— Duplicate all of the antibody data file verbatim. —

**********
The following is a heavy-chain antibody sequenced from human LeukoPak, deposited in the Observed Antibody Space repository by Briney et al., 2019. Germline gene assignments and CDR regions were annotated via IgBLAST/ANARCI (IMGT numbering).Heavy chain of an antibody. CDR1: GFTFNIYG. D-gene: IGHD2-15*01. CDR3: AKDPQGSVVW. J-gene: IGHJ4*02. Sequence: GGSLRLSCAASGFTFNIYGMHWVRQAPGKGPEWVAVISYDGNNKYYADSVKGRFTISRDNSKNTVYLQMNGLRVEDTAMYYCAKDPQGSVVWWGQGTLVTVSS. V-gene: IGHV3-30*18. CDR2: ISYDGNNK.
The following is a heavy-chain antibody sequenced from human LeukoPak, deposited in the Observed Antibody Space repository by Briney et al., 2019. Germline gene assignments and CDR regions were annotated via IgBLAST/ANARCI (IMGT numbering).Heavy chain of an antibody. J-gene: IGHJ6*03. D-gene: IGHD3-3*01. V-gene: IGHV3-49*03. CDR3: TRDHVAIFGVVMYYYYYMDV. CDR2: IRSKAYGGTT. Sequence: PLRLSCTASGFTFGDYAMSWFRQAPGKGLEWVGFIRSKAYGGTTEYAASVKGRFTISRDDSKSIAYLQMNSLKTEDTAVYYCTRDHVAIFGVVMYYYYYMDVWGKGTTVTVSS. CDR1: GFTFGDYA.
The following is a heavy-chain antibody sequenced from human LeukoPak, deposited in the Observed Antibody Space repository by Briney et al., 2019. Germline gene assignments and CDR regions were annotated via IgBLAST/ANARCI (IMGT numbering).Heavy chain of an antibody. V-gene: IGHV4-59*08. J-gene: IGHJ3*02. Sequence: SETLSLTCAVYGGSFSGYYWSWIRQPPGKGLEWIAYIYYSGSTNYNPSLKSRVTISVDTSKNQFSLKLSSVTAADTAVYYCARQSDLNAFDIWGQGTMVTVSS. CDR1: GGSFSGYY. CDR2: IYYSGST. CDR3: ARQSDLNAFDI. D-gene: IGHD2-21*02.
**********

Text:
The following is a heavy-chain antibody sequenced from human LeukoPak, deposited in the Observed Antibody Space repository by Briney et al., 2019. Germline gene assignments and CDR regions were annotated via IgBLAST/ANARCI (IMGT numbering).Heavy chain of an antibody. CDR1: GFTFNIYG. D-gene: IGHD2-15*01. CDR3: AKDPQGSVVW. J-gene: IGHJ4*02. Sequence: GGSLRLSCAASGFTFNIYGMHWVRQAPGKGPEWVAVISYDGNNKYYADSVKGRFTISRDNSKNTVYLQMNGLRVEDTAMYYCAKDPQGSVVWWGQGTLVTVSS. V-gene: IGHV3-30*18. CDR2: ISYDGNNK.
The following is a heavy-chain antibody sequenced from human LeukoPak, deposited in the Observed Antibody Space repository by Briney et al., 2019. Germline gene assignments and CDR regions were annotated via IgBLAST/ANARCI (IMGT numbering).Heavy chain of an antibody. J-gene: IGHJ6*03. D-gene: IGHD3-3*01. V-gene: IGHV3-49*03. CDR3: TRDHVAIFGVVMYYYYYMDV. CDR2: IRSKAYGGTT. Sequence: PLRLSCTASGFTFGDYAMSWFRQAPGKGLEWVGFIRSKAYGGTTEYAASVKGRFTISRDDSKSIAYLQMNSLKTEDTAVYYCTRDHVAIFGVVMYYYYYMDVWGKGTTVTVSS. CDR1: GFTFGDYA.
The following is a heavy-chain antibody sequenced from human LeukoPak, deposited in the Observed Antibody Space repository by Briney et al., 2019. Germline gene assignments and CDR regions were annotated via IgBLAST/ANARCI (IMGT numbering).Heavy chain of an antibody. V-gene: IGHV4-59*08. J-gene: IGHJ3*02. Sequence: SETLSLTCAVYGGSFSGYYWSWIRQPPGKGLEWIAYIYYSGSTNYNPSLKSRVTISVDTSKNQFSLKLSSVTAADTAVYYCARQSDLNAFDIWGQGTMVTVSS. CDR1: GGSFSGYY. CDR2: IYYSGST. CDR3: ARQSDLNAFDI. D-gene: IGHD2-21*02.